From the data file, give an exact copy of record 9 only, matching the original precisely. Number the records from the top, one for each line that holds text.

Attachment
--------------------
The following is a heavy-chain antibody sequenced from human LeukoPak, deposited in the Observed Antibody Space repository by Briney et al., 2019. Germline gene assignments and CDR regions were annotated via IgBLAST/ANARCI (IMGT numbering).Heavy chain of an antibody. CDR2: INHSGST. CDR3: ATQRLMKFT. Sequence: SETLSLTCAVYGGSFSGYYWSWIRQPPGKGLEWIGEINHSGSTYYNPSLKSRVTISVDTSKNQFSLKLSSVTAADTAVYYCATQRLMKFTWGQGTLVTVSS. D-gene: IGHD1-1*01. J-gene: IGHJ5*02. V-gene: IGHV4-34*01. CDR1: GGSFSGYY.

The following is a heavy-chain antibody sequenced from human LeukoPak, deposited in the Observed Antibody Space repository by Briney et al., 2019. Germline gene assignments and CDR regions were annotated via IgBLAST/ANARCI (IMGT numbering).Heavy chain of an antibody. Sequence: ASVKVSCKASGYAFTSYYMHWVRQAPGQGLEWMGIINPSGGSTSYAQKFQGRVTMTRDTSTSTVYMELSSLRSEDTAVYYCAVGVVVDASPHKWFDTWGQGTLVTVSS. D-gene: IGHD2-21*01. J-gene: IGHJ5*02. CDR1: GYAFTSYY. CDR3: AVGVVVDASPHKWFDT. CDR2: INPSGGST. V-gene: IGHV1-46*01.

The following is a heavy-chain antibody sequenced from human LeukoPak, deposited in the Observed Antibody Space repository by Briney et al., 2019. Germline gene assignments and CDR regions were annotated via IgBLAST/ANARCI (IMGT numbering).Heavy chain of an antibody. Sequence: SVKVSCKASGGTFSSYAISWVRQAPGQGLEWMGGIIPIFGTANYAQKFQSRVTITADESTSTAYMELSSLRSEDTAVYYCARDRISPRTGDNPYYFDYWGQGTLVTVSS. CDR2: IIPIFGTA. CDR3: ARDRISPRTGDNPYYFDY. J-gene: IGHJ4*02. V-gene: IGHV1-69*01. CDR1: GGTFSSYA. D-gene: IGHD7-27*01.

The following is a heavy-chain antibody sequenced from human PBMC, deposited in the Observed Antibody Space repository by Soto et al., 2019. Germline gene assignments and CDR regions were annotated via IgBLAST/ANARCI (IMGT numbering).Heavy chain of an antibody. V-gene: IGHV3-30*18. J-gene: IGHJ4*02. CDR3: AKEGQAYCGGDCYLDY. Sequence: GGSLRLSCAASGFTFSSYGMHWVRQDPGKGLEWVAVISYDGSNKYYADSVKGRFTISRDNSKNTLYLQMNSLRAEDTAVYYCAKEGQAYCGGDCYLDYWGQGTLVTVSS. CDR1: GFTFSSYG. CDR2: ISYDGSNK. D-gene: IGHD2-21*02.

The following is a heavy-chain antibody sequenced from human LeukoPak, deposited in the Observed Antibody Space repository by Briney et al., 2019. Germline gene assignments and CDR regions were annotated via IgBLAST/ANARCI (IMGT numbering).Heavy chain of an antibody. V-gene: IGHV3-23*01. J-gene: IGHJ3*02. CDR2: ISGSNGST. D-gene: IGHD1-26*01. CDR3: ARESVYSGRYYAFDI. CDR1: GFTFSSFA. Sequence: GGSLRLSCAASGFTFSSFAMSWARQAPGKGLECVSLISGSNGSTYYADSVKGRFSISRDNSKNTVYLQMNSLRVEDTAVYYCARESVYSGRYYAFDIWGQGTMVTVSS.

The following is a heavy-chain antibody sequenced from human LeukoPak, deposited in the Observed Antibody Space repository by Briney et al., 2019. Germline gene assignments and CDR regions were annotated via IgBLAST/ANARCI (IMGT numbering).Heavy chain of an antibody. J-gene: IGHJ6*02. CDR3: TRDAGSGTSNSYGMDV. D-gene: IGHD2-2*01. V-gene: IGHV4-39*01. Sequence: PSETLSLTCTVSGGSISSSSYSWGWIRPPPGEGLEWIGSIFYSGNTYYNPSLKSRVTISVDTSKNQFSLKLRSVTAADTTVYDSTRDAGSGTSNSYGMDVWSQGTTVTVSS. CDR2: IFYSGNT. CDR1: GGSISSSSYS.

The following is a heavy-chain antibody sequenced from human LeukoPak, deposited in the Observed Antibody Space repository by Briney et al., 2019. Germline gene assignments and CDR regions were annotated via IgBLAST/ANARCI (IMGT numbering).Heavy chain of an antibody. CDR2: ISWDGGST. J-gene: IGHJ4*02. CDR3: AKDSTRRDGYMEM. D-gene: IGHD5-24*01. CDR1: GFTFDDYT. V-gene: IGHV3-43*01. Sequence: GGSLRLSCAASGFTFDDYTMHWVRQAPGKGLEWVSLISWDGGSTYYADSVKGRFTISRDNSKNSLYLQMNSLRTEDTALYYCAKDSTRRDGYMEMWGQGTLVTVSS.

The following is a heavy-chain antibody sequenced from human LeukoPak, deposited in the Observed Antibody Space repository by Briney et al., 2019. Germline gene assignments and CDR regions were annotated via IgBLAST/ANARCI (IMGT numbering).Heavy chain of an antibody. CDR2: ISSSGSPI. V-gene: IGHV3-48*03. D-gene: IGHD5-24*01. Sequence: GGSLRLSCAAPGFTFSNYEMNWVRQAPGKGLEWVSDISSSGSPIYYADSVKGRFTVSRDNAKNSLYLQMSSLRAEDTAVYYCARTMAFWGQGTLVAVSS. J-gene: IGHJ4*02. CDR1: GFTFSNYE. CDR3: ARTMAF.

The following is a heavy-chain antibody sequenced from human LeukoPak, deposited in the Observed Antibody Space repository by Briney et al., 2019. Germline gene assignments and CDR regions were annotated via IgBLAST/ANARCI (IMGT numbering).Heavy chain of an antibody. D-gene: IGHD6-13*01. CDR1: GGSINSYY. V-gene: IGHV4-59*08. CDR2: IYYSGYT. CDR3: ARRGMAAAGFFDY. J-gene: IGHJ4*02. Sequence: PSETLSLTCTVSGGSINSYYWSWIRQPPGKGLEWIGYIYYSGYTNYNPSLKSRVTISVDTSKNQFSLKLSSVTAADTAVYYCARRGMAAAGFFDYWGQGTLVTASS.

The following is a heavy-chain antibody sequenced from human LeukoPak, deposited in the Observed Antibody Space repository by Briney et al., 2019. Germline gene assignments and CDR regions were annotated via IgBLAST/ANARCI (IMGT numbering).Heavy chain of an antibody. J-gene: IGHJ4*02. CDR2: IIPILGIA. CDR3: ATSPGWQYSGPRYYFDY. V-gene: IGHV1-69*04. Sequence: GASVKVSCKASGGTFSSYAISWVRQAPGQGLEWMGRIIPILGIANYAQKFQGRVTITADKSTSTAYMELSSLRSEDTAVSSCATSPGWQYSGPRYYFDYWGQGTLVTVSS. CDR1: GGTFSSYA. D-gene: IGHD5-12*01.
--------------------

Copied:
The following is a heavy-chain antibody sequenced from human LeukoPak, deposited in the Observed Antibody Space repository by Briney et al., 2019. Germline gene assignments and CDR regions were annotated via IgBLAST/ANARCI (IMGT numbering).Heavy chain of an antibody. D-gene: IGHD6-13*01. CDR1: GGSINSYY. V-gene: IGHV4-59*08. CDR2: IYYSGYT. CDR3: ARRGMAAAGFFDY. J-gene: IGHJ4*02. Sequence: PSETLSLTCTVSGGSINSYYWSWIRQPPGKGLEWIGYIYYSGYTNYNPSLKSRVTISVDTSKNQFSLKLSSVTAADTAVYYCARRGMAAAGFFDYWGQGTLVTASS.